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McClatchy Tribune

(AP Photo/Skagit Valley Herald, Scott Terrell)

Crude displacing other commodities on trains, critics charge

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The industry’s critics charge that their shipments are taking a back seat to crude oil.
Categories: Crude oil, Rail
Pipefitter Scott Zarembski, originally from Detroit, has prospered by working in the oil industry in the Canadian city of Edmonton. Canadian employers and officials have been recruiting U.S. workers to fill a skilled labor shortage. Jason Franson / Los Angeles Times/MCT

Canada tries to lure U.S. energy workers

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Canadian employers are swarming to draw out-of-work Americans north.
Categories: General
Kenny LeBaron, left, and his brother Joshua moved to North Dakota from Minnesota to take advantage of higher salaries due to an oil boom there. Here they service a gas and oil well near Watford City, North Dakota. (Glen Stubbe/Minneapolis Star Tribune/MCT)

North Dakota’s great oil rush

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School bus driver Barb Russell heard there was good money to be made here in the oil fields of North Dakota, so last month she packed a bag, locked her Farmington, Minn., home, and headed west. She tripled her income.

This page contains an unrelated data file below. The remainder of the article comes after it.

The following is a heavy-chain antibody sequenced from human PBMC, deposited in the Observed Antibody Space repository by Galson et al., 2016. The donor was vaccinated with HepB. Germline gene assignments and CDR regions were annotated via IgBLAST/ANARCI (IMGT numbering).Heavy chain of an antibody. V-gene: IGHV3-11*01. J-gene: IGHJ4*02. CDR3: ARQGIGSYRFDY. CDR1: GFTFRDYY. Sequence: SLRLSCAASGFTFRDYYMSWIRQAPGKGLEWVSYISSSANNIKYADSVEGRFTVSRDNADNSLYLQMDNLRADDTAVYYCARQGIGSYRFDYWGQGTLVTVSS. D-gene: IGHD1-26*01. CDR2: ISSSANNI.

A protester in Omaha, Neb., opposes the Keystone XL pipeline. (AP file photo/Nati Harnik)

Feds may have promised smooth sailing for Canadian oil pipeline

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Environmentalists and industry experts say a leaked cable is among several examples from unguarded moments and public documents that signal the administration’s willingness to push ahead with the controversial pipeline, even as its agencies conduct environmental and economic reviews.
(AP file photo/Mike Derer)

FTC probe of gasoline prices has eye on refiners

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The Federal Trade Commission confirmed Monday that it’s opened a broad investigation into the companies that turn crude oil into gasoline, looking into whether they have engaged in anti-competitive practices or manipulation to drive up prices at the pump.
Categories: Refining, Social
(AP photo illustration/Bebeto Matthews)

Saudi oil hub remains vulnerable, Wikileaks cables suggest

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When al-Qaida tried in 2006 to blow up Saudi Arabia’s Abqaiq oil processing facility, arguably the world’s most important petroleum hub, it was taken as a sign of strength that internal security had foiled the attack. U.S. State Department cables tell a different story.
(AP file photo/Mark Lennihan)

CFTC chief: Speculators swamp oil markets

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Nearly nine in 10 traders betting that oil prices would rise this spring were financial speculators, not end-users of oil, Commodity Futures Trading Commission Chairman Gary Gensler said. He vowed that his agency will soon act “to guard against the burdens of excessive speculation.”
(AP photo illustration/Bebeto Matthews)

WikiLeaks cables show oil a big focus of U.S. diplomats

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With oil trading near $100 a barrel and gasoline near $4 a gallon at the pump, Americans can take solace in knowing that securing sources of oil has been a chief focus of U.S. embassies across the globe for years. Of 251,287 State department documents WikiLeaks passed to news organization, 23,927 of them — nearly one in 10 — reference oil.